Saudi army artillery fire shells towards Houthi movement positions at the Saudi border with Yemen April 15, 2015. REUTERS/Stringer
Moving beyond good and evil in the Middle East

The chaotic and conflict-ridden Middle East is a scene of American failure. In recent decades, the United States has lavished more resources and attention there than on any other region. It has incurred more American military deaths in Iraq than in any other war since the Vietnam War. The current state of the region, and of U.S. influence in it, doesn’t come close to representing a worthwhile return on that huge investment.

A major redirection of U.S. policy toward the Middle East is in order, and not only in the sense of correcting the worst mistakes of the Trump administration. That administration has carried to extremes an assumption that has underpinned previous administrations’ approach toward the region. That assumption, simply put, is that the U.S. must exert its power, including military might, on the side of those in the region considered good and friendly, to secure superiority or domination over those considered evil or unfriendly.

That approach might be defensible in responding to the threat of an unfriendly power achieving hegemony over the Middle East, but no such threat exists. Iran is most often mentioned as a supposed regional hegemon, but it is militarily inferior to several of its rivals, and it has the permanent handicap of being a mostly Persian and Shia nation in a region that is mostly Arab and Sunni.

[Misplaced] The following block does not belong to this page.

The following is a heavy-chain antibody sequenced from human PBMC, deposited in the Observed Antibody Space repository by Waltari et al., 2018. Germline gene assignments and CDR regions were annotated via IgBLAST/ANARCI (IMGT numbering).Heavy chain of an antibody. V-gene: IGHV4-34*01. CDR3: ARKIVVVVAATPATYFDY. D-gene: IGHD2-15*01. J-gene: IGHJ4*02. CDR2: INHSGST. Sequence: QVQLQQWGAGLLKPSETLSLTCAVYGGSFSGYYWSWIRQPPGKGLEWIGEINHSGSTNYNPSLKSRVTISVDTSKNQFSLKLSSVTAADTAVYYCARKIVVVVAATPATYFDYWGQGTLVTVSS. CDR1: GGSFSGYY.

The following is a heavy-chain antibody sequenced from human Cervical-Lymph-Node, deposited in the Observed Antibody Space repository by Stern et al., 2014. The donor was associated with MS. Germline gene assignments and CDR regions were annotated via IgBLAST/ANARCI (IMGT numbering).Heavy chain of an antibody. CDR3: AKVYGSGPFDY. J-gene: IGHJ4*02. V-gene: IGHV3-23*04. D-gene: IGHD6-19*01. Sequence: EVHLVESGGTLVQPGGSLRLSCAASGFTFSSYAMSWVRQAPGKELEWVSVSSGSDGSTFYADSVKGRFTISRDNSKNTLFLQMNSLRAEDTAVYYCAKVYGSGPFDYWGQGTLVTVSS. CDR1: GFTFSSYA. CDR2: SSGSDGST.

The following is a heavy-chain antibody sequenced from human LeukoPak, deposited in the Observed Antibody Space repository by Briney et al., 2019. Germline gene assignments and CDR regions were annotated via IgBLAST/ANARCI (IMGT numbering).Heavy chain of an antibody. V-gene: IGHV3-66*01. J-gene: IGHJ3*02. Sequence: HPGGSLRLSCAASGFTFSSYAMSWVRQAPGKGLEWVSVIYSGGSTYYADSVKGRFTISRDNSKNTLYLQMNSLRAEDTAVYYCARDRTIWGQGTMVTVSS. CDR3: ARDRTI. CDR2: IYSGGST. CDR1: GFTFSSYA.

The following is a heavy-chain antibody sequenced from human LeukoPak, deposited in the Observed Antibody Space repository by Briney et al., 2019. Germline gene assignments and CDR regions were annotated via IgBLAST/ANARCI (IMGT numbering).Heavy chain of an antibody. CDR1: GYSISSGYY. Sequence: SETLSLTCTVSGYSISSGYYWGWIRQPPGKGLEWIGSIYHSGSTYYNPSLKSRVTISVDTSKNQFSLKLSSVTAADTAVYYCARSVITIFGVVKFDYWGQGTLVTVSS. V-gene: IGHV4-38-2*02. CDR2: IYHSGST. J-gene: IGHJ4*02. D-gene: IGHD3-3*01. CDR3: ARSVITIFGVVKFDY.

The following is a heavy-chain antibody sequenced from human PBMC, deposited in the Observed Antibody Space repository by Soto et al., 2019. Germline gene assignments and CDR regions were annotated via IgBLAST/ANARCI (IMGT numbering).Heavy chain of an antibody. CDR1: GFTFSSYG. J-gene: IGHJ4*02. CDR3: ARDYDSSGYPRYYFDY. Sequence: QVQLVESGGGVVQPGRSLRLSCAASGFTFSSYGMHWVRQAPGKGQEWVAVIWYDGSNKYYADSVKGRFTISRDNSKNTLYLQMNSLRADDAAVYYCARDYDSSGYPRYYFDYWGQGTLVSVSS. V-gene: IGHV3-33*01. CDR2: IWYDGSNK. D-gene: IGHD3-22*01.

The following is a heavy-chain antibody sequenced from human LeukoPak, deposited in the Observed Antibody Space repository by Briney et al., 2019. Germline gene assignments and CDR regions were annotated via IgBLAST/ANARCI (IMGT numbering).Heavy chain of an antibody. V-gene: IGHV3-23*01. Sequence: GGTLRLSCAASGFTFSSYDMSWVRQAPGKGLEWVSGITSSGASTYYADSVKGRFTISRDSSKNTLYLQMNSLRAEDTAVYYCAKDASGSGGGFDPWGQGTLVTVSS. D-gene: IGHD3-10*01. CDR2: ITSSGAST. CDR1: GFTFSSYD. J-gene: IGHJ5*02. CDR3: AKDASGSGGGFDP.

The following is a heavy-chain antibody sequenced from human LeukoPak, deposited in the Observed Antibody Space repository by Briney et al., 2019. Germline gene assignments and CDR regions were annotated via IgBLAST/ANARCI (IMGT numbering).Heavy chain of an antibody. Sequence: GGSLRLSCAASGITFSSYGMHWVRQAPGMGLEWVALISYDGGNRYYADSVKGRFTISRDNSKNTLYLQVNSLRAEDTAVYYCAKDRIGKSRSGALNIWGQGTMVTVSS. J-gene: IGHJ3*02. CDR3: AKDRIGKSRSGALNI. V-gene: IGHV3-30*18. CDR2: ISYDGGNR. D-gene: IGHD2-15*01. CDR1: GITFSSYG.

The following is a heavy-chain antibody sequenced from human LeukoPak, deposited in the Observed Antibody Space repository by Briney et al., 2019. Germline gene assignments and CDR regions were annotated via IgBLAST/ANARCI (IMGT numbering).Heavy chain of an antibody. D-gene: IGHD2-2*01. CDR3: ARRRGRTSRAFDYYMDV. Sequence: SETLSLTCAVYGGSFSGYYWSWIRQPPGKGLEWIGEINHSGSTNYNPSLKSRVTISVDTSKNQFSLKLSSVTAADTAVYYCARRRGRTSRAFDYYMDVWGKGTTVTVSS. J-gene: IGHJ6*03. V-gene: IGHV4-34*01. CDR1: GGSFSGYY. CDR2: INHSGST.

One major problem with the U.S. approach of trying to prop up good over evil is that players in the Middle East do not sort readily into good guys and bad guys. The region is a tangle of cross-cutting rivalries and conflicts—of Sunni against Shia, Arabs against Israelis, Arabs against Iranians, fundamentalists against secularists, and monarchies against republics. Trying to hammer these competing interests into a U.S.-imposed imbalance has been disastrous for human security—and ignores the regional powers’ own capacity for checking each other’s emergent threats.

Read the full article in The New Republic.

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